Andrew Coulibaly, Opinion Managing Editor

In light of a Sept. 22 article in the Washington Post about possible grade inflation, critics have voiced concerns that the Montgomery County Public Schools’ (MCPS) Board of Education’s (BOE) 2015 grading policy decreases the value of high letter grades by causing grade inflation. The county should maintain that policy, as grade inflation does not necessarily harm students.  

In 2015, the BOE voted unanimously to remove final exams and create a more lenient grading system. The standardized tests were removed and students were left taking only the county-created shorter “quarterly assessments” in select classes. Taking fewer assessments–ones that many students found pointless–is a benefit to students since they can spend more time learning and less time testing.

In addition to the removal of finals, a more flexible grading system was implemented.  Now, if a student receives an A in a class and gets a B the next quarter, their semester grade will still be an A.  This was not the case prior to the update, as semester grades used to be determined based upon the quarterly trend that grades followed. The new policy has led to a 16 percent increase in the number of As given between 2015 and the current school year in math classes, according to the Sept. 22 article from the Washington Post.

Concerns are rising throughout the county that college admissions officers will view the removal of final exams and new grading system as a sign that MCPS’ rigor and expectations are lower, in turn harming students’ competitive edge when applying to colleges.

However, this phenomenon, commonly known as grade inflation, is only one part of the overall admissions process, minimizing its overall effects. Top Ivy League colleges like Harvard University look at candidates holistically, as seen in the recent court case dissecting Harvard’s admissions process. Admissions officers there want to know a student’s growth potential, character and what they can contribute, according to the Harvard admissions website. Most colleges also compare students’ grade point averages (GPAs) to their standardized test scores and compare students to their peers.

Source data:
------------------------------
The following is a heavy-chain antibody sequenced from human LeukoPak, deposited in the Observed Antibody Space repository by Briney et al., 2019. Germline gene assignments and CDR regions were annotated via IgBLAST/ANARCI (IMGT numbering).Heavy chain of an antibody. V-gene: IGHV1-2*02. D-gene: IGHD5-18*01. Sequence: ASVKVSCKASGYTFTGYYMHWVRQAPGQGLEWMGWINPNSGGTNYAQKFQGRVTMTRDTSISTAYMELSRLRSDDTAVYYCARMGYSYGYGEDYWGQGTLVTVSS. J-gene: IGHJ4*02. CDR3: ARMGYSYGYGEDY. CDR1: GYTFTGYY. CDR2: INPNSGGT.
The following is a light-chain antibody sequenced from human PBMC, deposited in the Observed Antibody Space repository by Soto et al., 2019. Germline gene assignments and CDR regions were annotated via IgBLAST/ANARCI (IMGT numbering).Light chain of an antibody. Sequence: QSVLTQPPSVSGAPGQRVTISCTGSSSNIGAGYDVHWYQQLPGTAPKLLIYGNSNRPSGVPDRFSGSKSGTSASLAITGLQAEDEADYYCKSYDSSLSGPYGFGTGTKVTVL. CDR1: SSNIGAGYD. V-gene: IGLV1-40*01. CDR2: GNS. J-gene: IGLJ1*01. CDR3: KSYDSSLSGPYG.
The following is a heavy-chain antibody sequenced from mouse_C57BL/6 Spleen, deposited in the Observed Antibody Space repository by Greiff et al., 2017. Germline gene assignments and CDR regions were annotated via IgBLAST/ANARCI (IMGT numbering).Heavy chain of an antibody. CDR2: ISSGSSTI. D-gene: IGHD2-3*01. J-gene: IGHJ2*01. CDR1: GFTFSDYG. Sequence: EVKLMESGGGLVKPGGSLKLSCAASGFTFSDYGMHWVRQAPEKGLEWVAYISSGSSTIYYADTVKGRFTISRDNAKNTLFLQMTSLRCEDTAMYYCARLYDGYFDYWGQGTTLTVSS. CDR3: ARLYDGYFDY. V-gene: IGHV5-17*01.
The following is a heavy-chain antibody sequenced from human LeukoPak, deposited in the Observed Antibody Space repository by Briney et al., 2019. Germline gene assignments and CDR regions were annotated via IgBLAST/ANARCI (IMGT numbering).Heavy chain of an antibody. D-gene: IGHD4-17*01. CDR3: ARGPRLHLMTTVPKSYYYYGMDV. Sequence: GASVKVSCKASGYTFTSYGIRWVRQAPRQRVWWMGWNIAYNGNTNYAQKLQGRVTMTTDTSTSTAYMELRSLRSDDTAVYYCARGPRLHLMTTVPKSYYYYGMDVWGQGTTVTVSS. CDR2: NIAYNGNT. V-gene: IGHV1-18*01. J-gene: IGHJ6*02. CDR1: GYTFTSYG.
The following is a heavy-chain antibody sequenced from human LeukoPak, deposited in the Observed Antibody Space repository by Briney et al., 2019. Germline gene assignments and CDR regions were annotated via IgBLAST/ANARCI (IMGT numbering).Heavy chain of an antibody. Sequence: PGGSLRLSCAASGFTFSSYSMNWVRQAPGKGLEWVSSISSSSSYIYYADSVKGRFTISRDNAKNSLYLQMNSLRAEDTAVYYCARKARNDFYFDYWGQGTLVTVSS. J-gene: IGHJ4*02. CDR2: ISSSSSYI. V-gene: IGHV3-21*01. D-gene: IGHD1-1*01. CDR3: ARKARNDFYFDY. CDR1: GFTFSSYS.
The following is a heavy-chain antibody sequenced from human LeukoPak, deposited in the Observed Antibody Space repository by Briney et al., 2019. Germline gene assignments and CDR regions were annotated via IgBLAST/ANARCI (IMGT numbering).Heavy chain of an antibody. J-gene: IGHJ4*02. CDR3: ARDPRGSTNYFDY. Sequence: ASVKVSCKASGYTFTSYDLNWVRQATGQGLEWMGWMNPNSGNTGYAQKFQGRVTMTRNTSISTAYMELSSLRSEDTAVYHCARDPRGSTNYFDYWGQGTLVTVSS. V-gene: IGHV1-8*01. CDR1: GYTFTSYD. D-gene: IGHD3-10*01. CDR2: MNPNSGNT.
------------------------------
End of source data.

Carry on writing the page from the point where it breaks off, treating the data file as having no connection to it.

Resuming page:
While there is validity to critics’ views that students may struggle with final exams since they no longer take them in high school, there is also an important point being ignored: students still have to take and do well on a standardized test. Furthermore, even if people feel this grade inflation could harm student’s acquisition of knowledge, they are forgetting there is no fooling a standardized test. A student’s knowledge will be tested on ACTs, SATs, and Advanced Placement and International Baccalaureate final exams. There is no soft grading policy when it comes to those tests.

MCPS continues to offer one of the most rigorous curriculums in the country. It is widely recognized as an educational system that creates curriculums that stimulate students, according to a curriculum review Johns Hopkins School of Education conducted in March 2018.

“MCPS has a longstanding history of designing and implementing instructional materials that challenge students, empowers educators, and narrows achievement gaps,” according to the Johns Hopkins review.

The policy implemented in 2015 likely caused some grade inflation; however, its effects are limited and students do have opportunities that will help them prepare themselves for a university. Now, instead of overtesting students, teachers can focus more attention on teaching students material. Then instead of those students taking exams which vary from school to school, all students will still have to demonstrate their knowledge on tried and tested exams created by the College Board and the International Baccalaureate foundation.